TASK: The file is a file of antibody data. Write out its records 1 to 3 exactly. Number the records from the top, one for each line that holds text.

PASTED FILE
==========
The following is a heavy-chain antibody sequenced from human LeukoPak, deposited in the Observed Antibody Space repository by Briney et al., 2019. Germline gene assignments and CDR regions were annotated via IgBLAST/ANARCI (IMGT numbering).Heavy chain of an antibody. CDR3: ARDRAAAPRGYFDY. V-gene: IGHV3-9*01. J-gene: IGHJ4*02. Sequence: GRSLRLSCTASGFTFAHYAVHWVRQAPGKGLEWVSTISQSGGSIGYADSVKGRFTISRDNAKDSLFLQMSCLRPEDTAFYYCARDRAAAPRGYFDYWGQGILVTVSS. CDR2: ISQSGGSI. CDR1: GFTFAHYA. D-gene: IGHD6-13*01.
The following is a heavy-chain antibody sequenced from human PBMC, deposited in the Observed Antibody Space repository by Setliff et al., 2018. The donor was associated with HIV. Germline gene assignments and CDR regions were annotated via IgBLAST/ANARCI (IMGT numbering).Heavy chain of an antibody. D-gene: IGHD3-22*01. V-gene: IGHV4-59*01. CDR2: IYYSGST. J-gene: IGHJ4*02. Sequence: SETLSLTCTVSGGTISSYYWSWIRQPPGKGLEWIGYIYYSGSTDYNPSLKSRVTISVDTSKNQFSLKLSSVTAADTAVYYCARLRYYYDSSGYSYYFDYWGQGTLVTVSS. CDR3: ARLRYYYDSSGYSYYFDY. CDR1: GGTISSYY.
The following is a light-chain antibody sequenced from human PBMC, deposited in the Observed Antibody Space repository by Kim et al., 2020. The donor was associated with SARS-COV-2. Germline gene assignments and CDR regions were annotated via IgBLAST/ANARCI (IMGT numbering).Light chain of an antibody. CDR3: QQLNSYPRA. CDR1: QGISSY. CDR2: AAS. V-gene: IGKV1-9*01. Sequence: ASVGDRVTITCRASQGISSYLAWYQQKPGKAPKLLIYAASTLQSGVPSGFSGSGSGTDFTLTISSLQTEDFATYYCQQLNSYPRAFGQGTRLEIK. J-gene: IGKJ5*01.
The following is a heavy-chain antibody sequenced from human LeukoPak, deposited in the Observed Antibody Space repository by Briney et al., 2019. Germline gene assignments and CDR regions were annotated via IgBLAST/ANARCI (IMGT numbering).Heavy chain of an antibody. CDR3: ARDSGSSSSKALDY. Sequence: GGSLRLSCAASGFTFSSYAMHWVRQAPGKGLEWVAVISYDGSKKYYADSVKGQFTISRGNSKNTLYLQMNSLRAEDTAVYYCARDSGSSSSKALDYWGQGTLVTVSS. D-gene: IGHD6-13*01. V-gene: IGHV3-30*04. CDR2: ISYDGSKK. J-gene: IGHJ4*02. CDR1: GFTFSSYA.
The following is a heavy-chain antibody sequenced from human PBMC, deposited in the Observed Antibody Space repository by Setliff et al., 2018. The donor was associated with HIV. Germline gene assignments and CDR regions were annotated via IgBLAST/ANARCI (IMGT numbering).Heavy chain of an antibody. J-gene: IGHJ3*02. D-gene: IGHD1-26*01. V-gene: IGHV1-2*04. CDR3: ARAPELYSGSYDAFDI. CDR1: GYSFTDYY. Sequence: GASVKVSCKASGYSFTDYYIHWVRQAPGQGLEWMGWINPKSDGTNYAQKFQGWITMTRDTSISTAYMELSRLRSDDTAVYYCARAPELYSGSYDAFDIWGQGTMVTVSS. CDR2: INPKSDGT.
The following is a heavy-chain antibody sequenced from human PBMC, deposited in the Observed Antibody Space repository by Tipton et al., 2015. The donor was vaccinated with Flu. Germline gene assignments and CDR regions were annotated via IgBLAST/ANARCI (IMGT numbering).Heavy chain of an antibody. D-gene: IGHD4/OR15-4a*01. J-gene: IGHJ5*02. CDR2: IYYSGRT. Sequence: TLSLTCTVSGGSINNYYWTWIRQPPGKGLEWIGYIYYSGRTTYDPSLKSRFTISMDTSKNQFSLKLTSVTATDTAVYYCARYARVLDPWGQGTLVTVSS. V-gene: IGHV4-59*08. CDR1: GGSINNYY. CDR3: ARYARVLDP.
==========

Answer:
The following is a heavy-chain antibody sequenced from human LeukoPak, deposited in the Observed Antibody Space repository by Briney et al., 2019. Germline gene assignments and CDR regions were annotated via IgBLAST/ANARCI (IMGT numbering).Heavy chain of an antibody. CDR3: ARDRAAAPRGYFDY. V-gene: IGHV3-9*01. J-gene: IGHJ4*02. Sequence: GRSLRLSCTASGFTFAHYAVHWVRQAPGKGLEWVSTISQSGGSIGYADSVKGRFTISRDNAKDSLFLQMSCLRPEDTAFYYCARDRAAAPRGYFDYWGQGILVTVSS. CDR2: ISQSGGSI. CDR1: GFTFAHYA. D-gene: IGHD6-13*01.
The following is a heavy-chain antibody sequenced from human PBMC, deposited in the Observed Antibody Space repository by Setliff et al., 2018. The donor was associated with HIV. Germline gene assignments and CDR regions were annotated via IgBLAST/ANARCI (IMGT numbering).Heavy chain of an antibody. D-gene: IGHD3-22*01. V-gene: IGHV4-59*01. CDR2: IYYSGST. J-gene: IGHJ4*02. Sequence: SETLSLTCTVSGGTISSYYWSWIRQPPGKGLEWIGYIYYSGSTDYNPSLKSRVTISVDTSKNQFSLKLSSVTAADTAVYYCARLRYYYDSSGYSYYFDYWGQGTLVTVSS. CDR3: ARLRYYYDSSGYSYYFDY. CDR1: GGTISSYY.
The following is a light-chain antibody sequenced from human PBMC, deposited in the Observed Antibody Space repository by Kim et al., 2020. The donor was associated with SARS-COV-2. Germline gene assignments and CDR regions were annotated via IgBLAST/ANARCI (IMGT numbering).Light chain of an antibody. CDR3: QQLNSYPRA. CDR1: QGISSY. CDR2: AAS. V-gene: IGKV1-9*01. Sequence: ASVGDRVTITCRASQGISSYLAWYQQKPGKAPKLLIYAASTLQSGVPSGFSGSGSGTDFTLTISSLQTEDFATYYCQQLNSYPRAFGQGTRLEIK. J-gene: IGKJ5*01.